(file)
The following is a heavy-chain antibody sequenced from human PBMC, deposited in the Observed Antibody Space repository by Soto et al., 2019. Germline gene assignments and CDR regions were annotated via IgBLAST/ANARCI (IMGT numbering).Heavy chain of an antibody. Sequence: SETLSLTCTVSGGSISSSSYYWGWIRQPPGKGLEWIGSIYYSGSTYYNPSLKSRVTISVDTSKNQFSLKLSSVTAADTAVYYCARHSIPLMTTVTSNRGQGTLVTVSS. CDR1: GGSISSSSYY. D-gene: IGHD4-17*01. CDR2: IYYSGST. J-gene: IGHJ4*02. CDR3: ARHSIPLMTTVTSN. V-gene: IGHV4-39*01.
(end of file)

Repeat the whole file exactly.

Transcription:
The following is a heavy-chain antibody sequenced from human PBMC, deposited in the Observed Antibody Space repository by Soto et al., 2019. Germline gene assignments and CDR regions were annotated via IgBLAST/ANARCI (IMGT numbering).Heavy chain of an antibody. Sequence: SETLSLTCTVSGGSISSSSYYWGWIRQPPGKGLEWIGSIYYSGSTYYNPSLKSRVTISVDTSKNQFSLKLSSVTAADTAVYYCARHSIPLMTTVTSNRGQGTLVTVSS. CDR1: GGSISSSSYY. D-gene: IGHD4-17*01. CDR2: IYYSGST. J-gene: IGHJ4*02. CDR3: ARHSIPLMTTVTSN. V-gene: IGHV4-39*01.